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Review: ‘Crime After Crime’

Twice Abused

Above: Debbie Peagler flanked by her lawyers, Joshua Safran and Nadia Costa.

"Crime After Crime" (opening August 19 at Reading Gaslamp Stadium Theaters) is documentary filmmaking with an agenda and that's a good thing. It tells the story of Debbie Peagler who was abused by her boyfriend and then the justice system.

Too often documentary is talked about within the narrow context of being an objective work of non-fiction as if objectivity is the pinnacle of what the format should strive for. But there is no such thing as complete objectivity. Once a filmmaker chooses a topic, selects the people to interview, shoots footage, and makes the first edit objectivity goes out the window. Every step of the filmmaking process introduces subjectivity because no matter how hard a filmmaker may try to be objective, he or she does have a point of view and expresses that point of view in the sound bites selected and the way shots are cut together. And that's not necessarily a bad thing. For me, documentary is less about objectivity and more about being truthful, balanced, and fair.

The new documentary "Crime After Crime" has an agenda and makes no bones about it. The film's website even has a call to action with a section called "Get Involved." That's because filmmaker Yoav Potash sees an injustice and wants to do something to correct it. This is film activism rather than mere filmmaking, and there's an energy and passion that fuels the film. The film plays out like a tense investigation in which Potash is trying to solve/retry a case and expose a social injustice. Our U.S. legal system strives to be fair and just but too often it fails and when it does it prompts the kind of outrage on display in "Crime After Crime."

Debbie Peagler in "Crime After Crime."

Life Sentence Films

Above: Debbie Peagler in "Crime After Crime."

The subject of the film is Debbie Peagler, an African American woman. In 1983 she was brutally abused by her boyfriend, and sentenced to 25 years-to-life for her connection to his murder. But 20 years later, a California law passed allowing incarcerated domestic-violence survivors to reopen their cases. In step pro bono attorneys, Nadia Costa and Joshua Safran, who felt that they had the evidence needed to free Peagler. But instead of freeing their client within the short frame of months that they had anticipated they find themselves in a legal and political battle that lasted years. Along the way they encounter corruption, bureaucratic red tape, and political resistance. At times their battle seems quixotic but through it all the trio remain unwavering in their commitment to challenge a flawed and failing justice system.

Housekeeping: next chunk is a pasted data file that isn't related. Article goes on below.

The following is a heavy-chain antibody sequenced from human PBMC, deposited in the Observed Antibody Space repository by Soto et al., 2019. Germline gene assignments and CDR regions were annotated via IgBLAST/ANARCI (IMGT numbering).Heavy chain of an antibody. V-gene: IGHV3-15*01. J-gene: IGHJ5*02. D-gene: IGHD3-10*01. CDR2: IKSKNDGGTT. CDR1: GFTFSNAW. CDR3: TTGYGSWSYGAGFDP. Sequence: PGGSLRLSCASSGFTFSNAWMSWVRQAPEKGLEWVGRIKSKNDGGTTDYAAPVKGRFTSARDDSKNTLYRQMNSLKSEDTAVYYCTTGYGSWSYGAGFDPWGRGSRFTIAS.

The film is mostly talking head but the people weave an engrossing story that incites a sense of outrage. Peagler is not painted as an entirely innocent victim. But we see the context in which she committed her crime. We are introduced to her charismatic boyfriend and then are horrified to find out that he forced her into prostitution and even beat her with a bullwhip before a pair of Peagler's acquaintances killed him. But during her trial, the evidence of her physical and sexual abuse were ignored.

Potash shows us the incarcerated Peagler as a strong, determined woman who would not give up and who used her time in jail to help others. Miraculously, she maintains a positive perspective.

Debbie Peagler was incarcerated for 26 years. Her case is the subject of "Crime After Crime."

Life Sentence Films

Above: Debbie Peagler was incarcerated for 26 years. Her case is the subject of "Crime After Crime."

Potash's respect for Peagler and his sense of activism are made clear in his statement for the press kit: "I am very proud to have the opportunity to tell Debbie Peagler’s story in my first feature-length film. She is, quite simply, a remarkable person who chose to live a positive life despite many very negative circumstances. Initially, I began production of this project simply because of my attraction to the high-stakes storyline and all three main characters: Debbie and her attorneys Joshua and Nadia. Over time, however, working on the film has transformed me into a vocal advocate for all victims of domestic violence, especially those who would otherwise be forgotten and denied justice. My goal is to create a valuable resource in sparking change for battered women in prison, and to help people to better understand and support victims of abuse. In the long term, I intend to direct more films with strong social change components in the years to come."

Like Michael Moore, Potash has an agenda but unlike Moore, Potash tries to maintain a more journalistic sense of balance and fairness. He makes his case but he does so with his dogged determination to present the facts. Moore's films are more like op ed pieces in which he goes off on a rant and then occasionally offers support for his argument. Both Potash and Moore are giving us subjective documentaries and your aesthetic taste and politics will determine if you like the films they produce.

"Crime After Crime" (unrated) played at Sundance this past January where Oprah Winfrey's OWN (Oprah Winfrey Network) purchased the film.

Go to the myKPBS Film Club for a discount coupon to use for this engagement.

Companion viewing: "After Innocence," "The Thin Blue Line," "Murder on a Sunday Morning"

And here is a recommended viewing list from the Innocence Project.

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